The Legend of the New Marking Inks Standard Print E-mail
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Written by John Perry   
Sunday, 30 November 2008 19:00

Released in May, IPC-4781 resolves longstanding test issues.

StandardsLegend and marking inks, marking pens, and ink stamp products are integral parts of PCB fabrication, yet industry has lacked a standard for the manufacture and testing of these products, some of which are known to cause long-term reliability issues.

For years, the need for such a specification was raised in Solder Mask Performance Task Group meetings. Although solder masks and legend inks are typically intended for different purposes, some board fabricators use legend ink in place of solder mask. These inks are not subjected to the rigorous testing conducted on solder masks, which must have specific electrical properties because they bridge electrical conductors. In addition, solder masks are qualified for flammability performance as a permanent coating with Underwriters Laboratory, while legend inks typically are not. However, the breadth of any such standard for legend and marking ink qualification was beyond the scope of the task group, which was chartered to maintain the IPC-SM-840 solder mask qualification specification.

The urgency for a standard intensified as printed board geometries changed and continued to shrink. When spaces between conductive patterns were large, there weren’t many problems caused by ink coming in contact with the circuits. With smaller spaces, the ink could easily encroach on the electrical connections, causing failures. In 2004, these issues came to a head and the IPC Legend Inks Task Group was formed. And in May, IPC-4781, Qualification and Performance Specification of Permanent, Semi-Permanent and Temporary Legend and/or Marking Inks, became a reality.

IPC-4781 defines the criteria for, and method of, obtaining the maximum information about and confidence in legend and marking ink material under evaluation. This specification covers the four ink types (applications):

Type 1: Permanent legend and marking ink with some areas of direct metal contact between electrical nodes.

Type 2: Permanent legend and marking ink without direct metal contact (e.g., ink over solder mask).

Type 3: Semi-permanent legend and marking ink.

Type 4: Temporary legend and marking ink.

Recognizing the types of inks covered is significant because there is a tendency to mark printed boards with whatever marking tool is readily available, thereby raising failure rates. For example, certain color markers, such as yellow, have high ionic content, creating electromigration and, potentially, field failures. Other chemicals cause corrosion and low insulation resistance.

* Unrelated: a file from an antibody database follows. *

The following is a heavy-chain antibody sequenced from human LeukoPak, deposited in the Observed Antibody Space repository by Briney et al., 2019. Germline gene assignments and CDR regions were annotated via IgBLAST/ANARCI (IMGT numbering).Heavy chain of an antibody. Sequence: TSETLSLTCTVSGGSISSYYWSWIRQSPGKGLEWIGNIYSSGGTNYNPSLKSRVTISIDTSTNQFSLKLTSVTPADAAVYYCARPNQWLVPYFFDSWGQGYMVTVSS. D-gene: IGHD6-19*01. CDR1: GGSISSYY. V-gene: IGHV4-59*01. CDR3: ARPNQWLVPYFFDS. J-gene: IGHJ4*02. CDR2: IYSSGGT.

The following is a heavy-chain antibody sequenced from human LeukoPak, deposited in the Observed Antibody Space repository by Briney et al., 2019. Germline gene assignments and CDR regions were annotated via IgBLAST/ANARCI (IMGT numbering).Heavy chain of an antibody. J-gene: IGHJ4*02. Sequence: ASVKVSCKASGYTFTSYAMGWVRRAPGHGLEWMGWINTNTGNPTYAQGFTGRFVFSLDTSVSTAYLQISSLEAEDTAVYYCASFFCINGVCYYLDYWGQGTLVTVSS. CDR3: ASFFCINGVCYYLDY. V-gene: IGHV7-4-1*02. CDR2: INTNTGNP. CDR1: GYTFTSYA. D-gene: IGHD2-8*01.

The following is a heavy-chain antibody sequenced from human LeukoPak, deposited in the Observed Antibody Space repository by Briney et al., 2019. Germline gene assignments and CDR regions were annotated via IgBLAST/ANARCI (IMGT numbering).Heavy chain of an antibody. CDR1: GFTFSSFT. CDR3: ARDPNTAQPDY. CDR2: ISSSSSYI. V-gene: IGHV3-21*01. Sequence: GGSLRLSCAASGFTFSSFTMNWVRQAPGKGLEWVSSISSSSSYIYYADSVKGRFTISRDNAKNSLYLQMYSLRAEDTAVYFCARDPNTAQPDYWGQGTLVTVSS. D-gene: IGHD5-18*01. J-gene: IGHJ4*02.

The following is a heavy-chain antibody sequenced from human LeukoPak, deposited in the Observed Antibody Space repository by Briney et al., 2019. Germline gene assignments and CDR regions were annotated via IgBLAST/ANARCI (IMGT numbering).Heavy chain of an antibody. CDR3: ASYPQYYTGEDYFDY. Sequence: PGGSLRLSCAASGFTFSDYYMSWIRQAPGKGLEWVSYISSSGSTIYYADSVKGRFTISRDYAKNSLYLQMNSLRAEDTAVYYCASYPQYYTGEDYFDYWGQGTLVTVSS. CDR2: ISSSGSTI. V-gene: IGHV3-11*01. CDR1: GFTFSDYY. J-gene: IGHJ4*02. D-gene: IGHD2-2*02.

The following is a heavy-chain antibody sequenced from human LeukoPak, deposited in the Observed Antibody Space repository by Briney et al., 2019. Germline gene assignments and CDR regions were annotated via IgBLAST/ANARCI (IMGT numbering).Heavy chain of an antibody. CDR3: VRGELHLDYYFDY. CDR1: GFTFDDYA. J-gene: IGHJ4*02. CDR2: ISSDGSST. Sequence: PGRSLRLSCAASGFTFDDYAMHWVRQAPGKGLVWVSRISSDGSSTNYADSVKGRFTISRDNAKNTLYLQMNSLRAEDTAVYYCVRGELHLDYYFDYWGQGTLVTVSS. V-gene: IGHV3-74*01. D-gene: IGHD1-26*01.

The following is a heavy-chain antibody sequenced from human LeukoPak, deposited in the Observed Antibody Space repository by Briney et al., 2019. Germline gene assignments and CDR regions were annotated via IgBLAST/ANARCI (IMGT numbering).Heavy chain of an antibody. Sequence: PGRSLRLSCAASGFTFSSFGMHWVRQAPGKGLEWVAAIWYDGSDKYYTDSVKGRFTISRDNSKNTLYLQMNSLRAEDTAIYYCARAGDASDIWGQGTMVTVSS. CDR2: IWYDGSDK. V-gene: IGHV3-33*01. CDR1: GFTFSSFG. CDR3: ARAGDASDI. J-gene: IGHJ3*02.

As with most standards, the key concerns were the properties to specify for testing and the requisite parameters. The standard had to balance what would be considered a fair amount of testing to levy against the material manufacturer with the kinds of tests that should be performed by the material user. Material compatibility was another item. The specification was intended to cover all products used for permanent, semi-permanent and temporary applications, not just legend ink products. As new technology developed, such as inkjet legend inks, the text was modified to include the latest available information, right up to the standard’s adoption.

One of the key aspects of IPC-4781 is that it is performance-based. Performance criteria are spelled out, as are the different types of legend inks, which heretofore was lacking. It gives some definition to terms loosely used in regard to legend inks. These definitions are important, as much confusion has arisen over language issues.

The heart of IPC-4781 is Table 3-1. IPC-TM-650, Test Methods Manual, is referenced for testing and measuring performance in a broad range of characteristics. No specific chemistry or application method is called out or excluded; any that meet the requirements are approved for use. Material compatibility of all inks is documented. Of major significance is assignment of responsibility between vendor and user for each specified formulation or variation of legend or marking ink material. In some cases, a designation of AABUS (as agreed between user and supplier) is given, ensuring these issues are defined in the user/supplier contract. A sample of the top of the chart, physical aspects, can be seen in Table 1. In this table, the left side defines the requirement and the right side specifies the materials and the tests to be performed. Other aspects found in the complete version of the chart include chemical resistance, electrical requirements, environmental requirements and materials. Table 2 features the top of Table 3-2, depicting who is responsible for each test and qualification.

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Military adoption? The significant issue to be decided is whether the US military will adopt the new specification. Three government specifications (MIL-I-43553, A-A-56032 and MIS-37271) predate IPC-4781, but in our opinion do not meet industry needs.

IPC-4781 will be useful for the commercial sector, but for companies that fabricate boards for the DoD, military requirements dominate legend and marking ink selection. It is hoped the Defense Department will adopt IPC-4781.

IPC-4781 mirrors other IPC specifications in terms of material qualification and conformance, such as IPC-SM-840 and IPC-CC-830 for conformal coatings, so compliance should be user friendly.

Acknowledgments
Doug Pauls of Rockwell Collins, Henry Sanftleben of Delphi Electronics & Safety and Dave Vaughan of Taiyo America contributed to this column.

John Perry is technical projects manager at IPC (ipc.org); This e-mail address is being protected from spambots. You need JavaScript enabled to view it .

Last Updated on Tuesday, 02 December 2008 05:19
 

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